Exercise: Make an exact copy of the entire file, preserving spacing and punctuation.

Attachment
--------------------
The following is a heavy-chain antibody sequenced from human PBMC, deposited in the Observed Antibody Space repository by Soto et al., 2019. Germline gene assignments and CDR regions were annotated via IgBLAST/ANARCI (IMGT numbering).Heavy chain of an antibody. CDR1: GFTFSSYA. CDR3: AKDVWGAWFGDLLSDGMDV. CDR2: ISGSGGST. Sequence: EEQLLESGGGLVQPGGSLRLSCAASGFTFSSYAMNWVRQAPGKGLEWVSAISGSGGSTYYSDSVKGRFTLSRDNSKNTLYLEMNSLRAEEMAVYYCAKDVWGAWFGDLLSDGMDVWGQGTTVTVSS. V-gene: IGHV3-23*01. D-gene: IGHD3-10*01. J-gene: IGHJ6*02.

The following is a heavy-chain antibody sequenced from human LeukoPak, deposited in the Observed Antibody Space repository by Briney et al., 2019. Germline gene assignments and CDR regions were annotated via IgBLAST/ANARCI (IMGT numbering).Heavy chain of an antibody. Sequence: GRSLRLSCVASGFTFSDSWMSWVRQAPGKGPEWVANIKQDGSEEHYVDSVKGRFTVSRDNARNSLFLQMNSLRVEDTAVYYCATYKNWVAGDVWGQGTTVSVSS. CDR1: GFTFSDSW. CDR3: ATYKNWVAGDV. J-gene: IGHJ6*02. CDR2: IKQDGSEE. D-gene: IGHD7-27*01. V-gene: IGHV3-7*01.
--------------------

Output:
The following is a heavy-chain antibody sequenced from human PBMC, deposited in the Observed Antibody Space repository by Soto et al., 2019. Germline gene assignments and CDR regions were annotated via IgBLAST/ANARCI (IMGT numbering).Heavy chain of an antibody. CDR1: GFTFSSYA. CDR3: AKDVWGAWFGDLLSDGMDV. CDR2: ISGSGGST. Sequence: EEQLLESGGGLVQPGGSLRLSCAASGFTFSSYAMNWVRQAPGKGLEWVSAISGSGGSTYYSDSVKGRFTLSRDNSKNTLYLEMNSLRAEEMAVYYCAKDVWGAWFGDLLSDGMDVWGQGTTVTVSS. V-gene: IGHV3-23*01. D-gene: IGHD3-10*01. J-gene: IGHJ6*02.

The following is a heavy-chain antibody sequenced from human LeukoPak, deposited in the Observed Antibody Space repository by Briney et al., 2019. Germline gene assignments and CDR regions were annotated via IgBLAST/ANARCI (IMGT numbering).Heavy chain of an antibody. Sequence: GRSLRLSCVASGFTFSDSWMSWVRQAPGKGPEWVANIKQDGSEEHYVDSVKGRFTVSRDNARNSLFLQMNSLRVEDTAVYYCATYKNWVAGDVWGQGTTVSVSS. CDR1: GFTFSDSW. CDR3: ATYKNWVAGDV. J-gene: IGHJ6*02. CDR2: IKQDGSEE. D-gene: IGHD7-27*01. V-gene: IGHV3-7*01.